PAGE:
Haywood was famously satirized in Alexander Pope's Dunciad (1728,1729), where she is exhibited with "Two babes of love close clinging to her waist" as a prize for the race between booksellers in the heroic games celebrating the inauguration of the new King of Dunces. Pope thus immortalized in print the gossip that she had had at least two illegitimate children. In an undated letter to an unknown recipient seeking patronage, Haywood herself claimed that she had two children to support, though she did not imply they were anything other than legitimate: "an unfortunate marriage has reduced me to the melancholly necessity of depending on my Pen for the support of myself and two Children, the eldest of whom is no more than 7 years of age." Biographer George Whicher proposed in 1915 that Haywood's estranged husband was the Reverend Valentine Haywood, but that notion is now widely disregarded. No other plausible candidates currently exist.
During her career Haywood wrote at least 43 works according to Leah Orr ("The Basis for Attribution in the Canon of Eliza Haywood," 2011), or at least 72 according to Patrick Spedding (A Bibliography of Eliza Haywood, 2004). Some of Haywood's best known works include The Injur’d Husband (1722), The British Recluse: Or, the Secret History of Cleomira, Suppos’d Dead (1722), Idalia: Or The Unfortunate Mistress (1723), Lasselia; or, The Self-Abandon’d (1723), The Rash Resolve (1724), Memoirs of a Certain Island Adjacent to Utopia (1724–5), Adventures of Eovaai (1736), The Female Spectator (1744–6), The Fortunate Foundlings (1744), The Parrot (1746), Epistles to the Ladies (1748–50), The Invisible Spy (1754), and the histories of Miss Betsy Thoughtless (1751) and Jemmy and Jenny Jessamy (1753).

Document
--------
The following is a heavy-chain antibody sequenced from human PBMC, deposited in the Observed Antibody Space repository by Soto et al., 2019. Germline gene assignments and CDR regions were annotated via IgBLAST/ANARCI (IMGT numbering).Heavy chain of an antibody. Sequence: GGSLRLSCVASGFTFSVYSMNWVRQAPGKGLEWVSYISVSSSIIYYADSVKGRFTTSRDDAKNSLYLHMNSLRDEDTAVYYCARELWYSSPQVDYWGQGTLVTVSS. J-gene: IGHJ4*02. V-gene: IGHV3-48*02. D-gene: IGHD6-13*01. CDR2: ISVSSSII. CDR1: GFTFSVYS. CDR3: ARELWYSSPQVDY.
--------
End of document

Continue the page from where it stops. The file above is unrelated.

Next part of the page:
Haywood operated a pamphlet shop at the Sign of Fame in the Great Piazza of Covent Garden from 1741–44, where she offered anti-ministerial works among other wares. In December 1749 she was arrested on suspicion of seditious libel in connection with a political pamphlet, A Letter from H—G---g ... to a Particular Friend (1749). In her deposition in 1750 she signed her address as Durham Yard in the Strand. From then, her whereabouts are uncertain. Haywood may have been living at number 2 Cowley Street in Westminster when she died, 25 February 1756. Papers reported variations of the following:
Yesterday Morning died, in the 60th Year of her Age, after a very severe Illness of three Months, which she bore with great Fortitude and Resignation, Mrs. Eliza Haywood, the celebrated Authoress of some of the best Moral and Entertaining Pieces that have been publish’d for these many Years. The great Hand she had in those elegant Productions the Female Spectator, and Epistles for the Ladies; together with her Histories of Miss Betsy Thoughtless, Jemmy and Jenny Jessamy, her Invisible Spy, and the Fortunate Foundings, will ever remain as living Monuments of her Merit.—Whitehall Evening Post or London Intelligencer 1562, 26 February 1756
Erskine Baker characterized Haywood's career as one of redemption: "whatever Liberty she might at first give to her Pen, to the Offence either of Morality or Delicacy," he wrote,